It is unusual for a 21 year old to write a play, let alone get it performed, even in some freezing church hall. David Dipper's debut at Soho is far better than one has any right to expect: an interesting and very fresh take on contemporary life.
Director Bijan Sheibani won last year's James Menzies-Kitchin Award for Young Directors. He impresses as he makes the fifty minutes of snapshots of life in the fastish lane flash by, as do the fast transitions that maintain the breakneck pace.
The play focuses on five characters who are never on stage together, as Dipper mixes monologues with pairs and occasionally trios but then usually only around a poker table.
The plot follows the lives of three men who were connected with young Lilly (Katherine Parkinson). She is a great poker player and too loose for her own good. Francis, played sensitively by Darren Tighe, is a loser who loves her; Elliott Cowan is her big-talking, thuggish brother Charlie; and Burn Gorman, good as ever, plays the ironically-named Cupid who is the catalyst. It is his macho madness that leads to Lilly's premature death following a party during which she faced a worse fate.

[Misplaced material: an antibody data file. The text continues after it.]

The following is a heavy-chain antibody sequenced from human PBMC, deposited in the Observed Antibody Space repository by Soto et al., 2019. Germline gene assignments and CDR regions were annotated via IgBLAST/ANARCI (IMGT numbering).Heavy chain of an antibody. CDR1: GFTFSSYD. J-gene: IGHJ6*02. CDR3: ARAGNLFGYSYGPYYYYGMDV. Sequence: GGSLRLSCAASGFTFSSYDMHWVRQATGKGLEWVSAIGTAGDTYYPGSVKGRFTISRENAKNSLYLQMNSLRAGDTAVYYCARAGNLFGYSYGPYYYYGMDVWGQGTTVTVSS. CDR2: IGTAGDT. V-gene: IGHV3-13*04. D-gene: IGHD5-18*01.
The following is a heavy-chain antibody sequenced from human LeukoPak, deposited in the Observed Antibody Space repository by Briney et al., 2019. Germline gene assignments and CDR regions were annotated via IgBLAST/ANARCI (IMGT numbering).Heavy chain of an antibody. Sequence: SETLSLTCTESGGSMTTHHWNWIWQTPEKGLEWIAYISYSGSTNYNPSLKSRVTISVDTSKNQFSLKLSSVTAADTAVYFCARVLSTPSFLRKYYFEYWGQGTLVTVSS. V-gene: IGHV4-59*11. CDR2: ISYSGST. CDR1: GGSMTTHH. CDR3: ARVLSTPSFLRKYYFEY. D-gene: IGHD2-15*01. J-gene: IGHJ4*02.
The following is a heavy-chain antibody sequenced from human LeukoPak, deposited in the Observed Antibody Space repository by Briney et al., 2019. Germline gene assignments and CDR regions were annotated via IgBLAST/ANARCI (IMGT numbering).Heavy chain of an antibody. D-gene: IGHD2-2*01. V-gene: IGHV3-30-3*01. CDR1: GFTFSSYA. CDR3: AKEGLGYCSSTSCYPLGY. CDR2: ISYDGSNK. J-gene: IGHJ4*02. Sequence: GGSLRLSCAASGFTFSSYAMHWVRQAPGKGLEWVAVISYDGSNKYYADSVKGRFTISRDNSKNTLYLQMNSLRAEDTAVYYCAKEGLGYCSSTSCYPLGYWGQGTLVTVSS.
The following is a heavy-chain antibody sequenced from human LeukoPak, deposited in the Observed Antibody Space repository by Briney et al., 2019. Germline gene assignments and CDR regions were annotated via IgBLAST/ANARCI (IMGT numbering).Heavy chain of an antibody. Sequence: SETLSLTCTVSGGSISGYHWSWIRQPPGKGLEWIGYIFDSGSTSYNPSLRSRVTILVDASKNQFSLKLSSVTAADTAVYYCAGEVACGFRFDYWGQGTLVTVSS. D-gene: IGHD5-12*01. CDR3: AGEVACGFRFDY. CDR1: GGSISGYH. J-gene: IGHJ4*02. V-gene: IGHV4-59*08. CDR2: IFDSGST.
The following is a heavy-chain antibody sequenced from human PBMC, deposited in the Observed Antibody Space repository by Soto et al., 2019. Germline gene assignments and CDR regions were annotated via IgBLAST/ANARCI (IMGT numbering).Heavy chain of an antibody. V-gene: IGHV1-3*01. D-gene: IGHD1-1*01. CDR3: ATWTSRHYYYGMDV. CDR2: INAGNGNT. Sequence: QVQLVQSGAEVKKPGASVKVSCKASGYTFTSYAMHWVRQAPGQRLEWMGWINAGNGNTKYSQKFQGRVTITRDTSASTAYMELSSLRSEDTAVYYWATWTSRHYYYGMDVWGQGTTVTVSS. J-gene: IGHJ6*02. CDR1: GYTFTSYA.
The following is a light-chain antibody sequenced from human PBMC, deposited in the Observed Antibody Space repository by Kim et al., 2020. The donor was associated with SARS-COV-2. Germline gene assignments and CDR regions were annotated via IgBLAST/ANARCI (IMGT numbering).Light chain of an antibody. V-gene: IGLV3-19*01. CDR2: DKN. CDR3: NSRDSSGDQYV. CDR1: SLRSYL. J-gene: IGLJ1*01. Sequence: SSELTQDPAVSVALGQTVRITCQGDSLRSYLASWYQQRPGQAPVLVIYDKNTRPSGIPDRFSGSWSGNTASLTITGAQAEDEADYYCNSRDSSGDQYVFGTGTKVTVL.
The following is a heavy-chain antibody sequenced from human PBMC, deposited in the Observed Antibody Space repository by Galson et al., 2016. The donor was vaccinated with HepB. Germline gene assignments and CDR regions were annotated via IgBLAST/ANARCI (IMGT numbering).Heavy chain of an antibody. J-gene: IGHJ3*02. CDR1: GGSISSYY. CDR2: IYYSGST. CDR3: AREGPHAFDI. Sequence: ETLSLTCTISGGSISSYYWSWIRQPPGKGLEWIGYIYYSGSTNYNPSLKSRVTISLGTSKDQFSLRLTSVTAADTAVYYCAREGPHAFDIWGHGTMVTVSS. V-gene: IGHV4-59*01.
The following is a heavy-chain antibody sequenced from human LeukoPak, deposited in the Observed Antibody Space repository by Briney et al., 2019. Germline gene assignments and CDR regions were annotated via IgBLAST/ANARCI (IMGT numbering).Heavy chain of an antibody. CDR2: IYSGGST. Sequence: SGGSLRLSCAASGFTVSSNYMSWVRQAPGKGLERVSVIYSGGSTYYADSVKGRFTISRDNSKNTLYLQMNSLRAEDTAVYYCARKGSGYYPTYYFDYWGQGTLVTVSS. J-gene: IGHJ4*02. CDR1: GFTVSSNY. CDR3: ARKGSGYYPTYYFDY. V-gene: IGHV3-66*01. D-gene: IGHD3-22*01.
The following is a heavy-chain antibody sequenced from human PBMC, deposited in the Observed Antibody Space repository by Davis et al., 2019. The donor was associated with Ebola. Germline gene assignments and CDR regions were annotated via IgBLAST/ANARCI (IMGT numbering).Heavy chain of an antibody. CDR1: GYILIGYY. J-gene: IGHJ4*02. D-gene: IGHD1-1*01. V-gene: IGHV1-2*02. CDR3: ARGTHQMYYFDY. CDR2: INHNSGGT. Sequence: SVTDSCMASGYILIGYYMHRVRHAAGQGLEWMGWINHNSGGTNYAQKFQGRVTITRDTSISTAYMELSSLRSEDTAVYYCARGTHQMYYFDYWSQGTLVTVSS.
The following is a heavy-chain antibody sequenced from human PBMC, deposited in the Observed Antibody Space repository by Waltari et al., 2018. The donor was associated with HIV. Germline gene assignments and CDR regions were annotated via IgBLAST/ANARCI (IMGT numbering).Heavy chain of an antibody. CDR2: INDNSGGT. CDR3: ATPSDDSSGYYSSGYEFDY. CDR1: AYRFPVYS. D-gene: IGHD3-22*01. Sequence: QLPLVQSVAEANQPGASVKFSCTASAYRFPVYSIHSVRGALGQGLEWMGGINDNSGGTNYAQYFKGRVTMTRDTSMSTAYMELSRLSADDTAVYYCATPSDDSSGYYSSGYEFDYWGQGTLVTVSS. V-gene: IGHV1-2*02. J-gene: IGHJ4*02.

A year later, the play has cleverly developed through repetitive revelations that lead Francis to suicide when he realises that Holly, his new girlfriend (played by Christine Bottomley), reminds him of Lilly rather than replacing her. The full horror of Lilly's death emerges and brings about a final, inevitable confrontation between the other two men.
This is a fast-paced and intriguing if somewhat slight play about young men and women looking for excitement on the edges of drug culture. It contains some good writing that brings out wit and chilling cruelty in equal measure. This is a good and successful showcase for all concerned in a very promising young creative team both on and off stage.
Reviewer: Philip Fisher